All posts filed under: featured

Traditional Fruit Tart

J. turned 18 last week. He requested a strawberry cake for his birthday celebration. I was not in the least bit surprised – it’s what he’s asked for since as long as I can remember. Strawberries and raspberries are an old favourite and his birthday happily coincides with the appearance of the first home-grown strawberries. You can always replace strawberries with blueberries, or raspberries or apricots or gooseberries …. Below is the basic recipe – you decide what fruit to use. This recipe is suitable for a shallow, 24 cm loose-bottom tin.   Ingredients For the base 180 gr. plain flour 100 gr. chilled butter 90 gr. muscovado sugar 2 egg yokes  For the custard filling 3 eggs 80 gr. sugar 100 ml. cream 150 ml. milk Vanilla essence or a vanilla pod. Method For the sweet pastry base In a mixing bowl rub the butter and flour between the fingers and thumb until it resembles fine bread crumbs. Stir in the sugar and add the egg yokes. Combine the ingredients together until the dough …

Traditional Asparagus Soup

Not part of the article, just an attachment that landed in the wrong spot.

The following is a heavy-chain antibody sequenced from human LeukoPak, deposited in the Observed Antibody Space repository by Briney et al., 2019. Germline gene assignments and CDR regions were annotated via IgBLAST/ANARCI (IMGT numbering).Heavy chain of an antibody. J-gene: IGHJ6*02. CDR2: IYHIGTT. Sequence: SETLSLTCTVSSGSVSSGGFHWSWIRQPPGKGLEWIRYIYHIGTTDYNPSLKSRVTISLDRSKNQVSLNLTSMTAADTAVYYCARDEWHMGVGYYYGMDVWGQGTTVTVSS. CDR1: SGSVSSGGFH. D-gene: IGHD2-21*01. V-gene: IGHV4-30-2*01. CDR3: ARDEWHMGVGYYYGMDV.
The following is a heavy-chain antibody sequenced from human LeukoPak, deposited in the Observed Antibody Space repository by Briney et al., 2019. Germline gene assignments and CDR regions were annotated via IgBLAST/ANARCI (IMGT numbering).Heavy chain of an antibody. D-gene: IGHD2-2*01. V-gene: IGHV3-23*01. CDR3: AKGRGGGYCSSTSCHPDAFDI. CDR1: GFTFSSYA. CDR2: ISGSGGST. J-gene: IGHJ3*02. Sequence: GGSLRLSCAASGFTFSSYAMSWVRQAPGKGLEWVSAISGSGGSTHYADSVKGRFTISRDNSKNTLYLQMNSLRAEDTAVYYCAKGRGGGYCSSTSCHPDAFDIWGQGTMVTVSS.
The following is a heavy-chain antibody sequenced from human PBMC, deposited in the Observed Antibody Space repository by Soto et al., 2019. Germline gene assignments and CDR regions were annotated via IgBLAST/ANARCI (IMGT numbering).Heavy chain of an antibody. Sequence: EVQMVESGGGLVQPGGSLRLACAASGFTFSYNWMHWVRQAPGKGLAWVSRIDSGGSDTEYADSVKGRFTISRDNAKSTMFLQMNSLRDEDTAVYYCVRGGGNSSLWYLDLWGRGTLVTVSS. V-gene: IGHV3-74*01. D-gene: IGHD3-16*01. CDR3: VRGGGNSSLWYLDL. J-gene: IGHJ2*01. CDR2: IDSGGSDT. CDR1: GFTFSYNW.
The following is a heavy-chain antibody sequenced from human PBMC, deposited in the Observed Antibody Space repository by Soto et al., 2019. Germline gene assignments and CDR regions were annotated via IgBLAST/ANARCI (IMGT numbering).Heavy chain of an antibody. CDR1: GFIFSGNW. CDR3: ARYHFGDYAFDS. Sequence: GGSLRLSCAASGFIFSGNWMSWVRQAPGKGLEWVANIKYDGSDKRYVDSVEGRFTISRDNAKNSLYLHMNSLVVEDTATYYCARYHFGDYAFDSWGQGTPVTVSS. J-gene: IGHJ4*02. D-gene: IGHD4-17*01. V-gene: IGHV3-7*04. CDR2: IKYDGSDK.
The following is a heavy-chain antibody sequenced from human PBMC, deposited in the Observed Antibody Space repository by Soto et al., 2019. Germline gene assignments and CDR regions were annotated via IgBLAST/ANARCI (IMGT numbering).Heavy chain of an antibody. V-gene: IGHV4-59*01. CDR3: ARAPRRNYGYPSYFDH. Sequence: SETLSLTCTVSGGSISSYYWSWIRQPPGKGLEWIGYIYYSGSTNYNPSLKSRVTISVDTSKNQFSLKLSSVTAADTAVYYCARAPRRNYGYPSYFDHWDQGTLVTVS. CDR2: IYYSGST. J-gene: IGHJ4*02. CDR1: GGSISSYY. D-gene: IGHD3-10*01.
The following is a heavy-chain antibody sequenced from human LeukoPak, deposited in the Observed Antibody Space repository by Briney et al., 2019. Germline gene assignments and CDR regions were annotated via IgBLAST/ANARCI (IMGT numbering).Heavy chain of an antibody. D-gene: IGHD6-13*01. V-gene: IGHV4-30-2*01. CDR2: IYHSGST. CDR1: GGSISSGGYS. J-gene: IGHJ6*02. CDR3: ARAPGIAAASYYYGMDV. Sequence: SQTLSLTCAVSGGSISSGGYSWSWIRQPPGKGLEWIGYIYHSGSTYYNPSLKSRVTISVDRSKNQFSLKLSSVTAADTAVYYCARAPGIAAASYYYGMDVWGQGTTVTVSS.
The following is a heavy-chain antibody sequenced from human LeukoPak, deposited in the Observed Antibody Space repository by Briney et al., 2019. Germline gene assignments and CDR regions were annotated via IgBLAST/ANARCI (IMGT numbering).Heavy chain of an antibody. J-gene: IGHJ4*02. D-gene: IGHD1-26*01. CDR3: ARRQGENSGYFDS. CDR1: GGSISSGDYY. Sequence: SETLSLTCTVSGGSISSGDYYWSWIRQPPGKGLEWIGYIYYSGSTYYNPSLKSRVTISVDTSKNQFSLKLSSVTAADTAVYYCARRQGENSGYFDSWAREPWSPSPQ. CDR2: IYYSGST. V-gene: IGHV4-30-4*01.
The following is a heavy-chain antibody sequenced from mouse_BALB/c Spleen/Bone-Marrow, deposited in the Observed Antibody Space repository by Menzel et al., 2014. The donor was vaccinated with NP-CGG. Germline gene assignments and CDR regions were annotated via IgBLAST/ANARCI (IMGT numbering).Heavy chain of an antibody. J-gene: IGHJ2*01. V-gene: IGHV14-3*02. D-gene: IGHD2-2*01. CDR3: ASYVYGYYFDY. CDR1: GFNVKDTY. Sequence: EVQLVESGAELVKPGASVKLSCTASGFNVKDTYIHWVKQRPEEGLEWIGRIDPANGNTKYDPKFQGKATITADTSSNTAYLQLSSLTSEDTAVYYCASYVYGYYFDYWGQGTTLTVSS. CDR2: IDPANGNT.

The best way to make asparagus soup is to keep it simple. Four ingredients and a food mill is all you need. I use a chicken stock since it complements the light, delicate flavour of asparagus. If you buy asparagus from the market you may find the farmer or trader has sorted some of the fatter, bent and otherwise ugly spears from the more elegant, pristine ones and is selling them at a cheaper rate since they are too fibrous and woody to eat as a vegetable. These are real stars – packed with flavour and cheaper than the show models. Last week 1 kg of asparagus cost EUR 10 – but 2 kg of the woody, fatter spears cost only EUR 6. As is usual with soup recipes I don’t give exact measurements and amounts. Decide how much you need for the people you are preparing the soup for. Any uneaten soup can always be frozen. Ingredients Older asparagus being sold off cheaply Chicken stock An onion Butter Potatoes (optional) Salt and Pepper Chives Directions …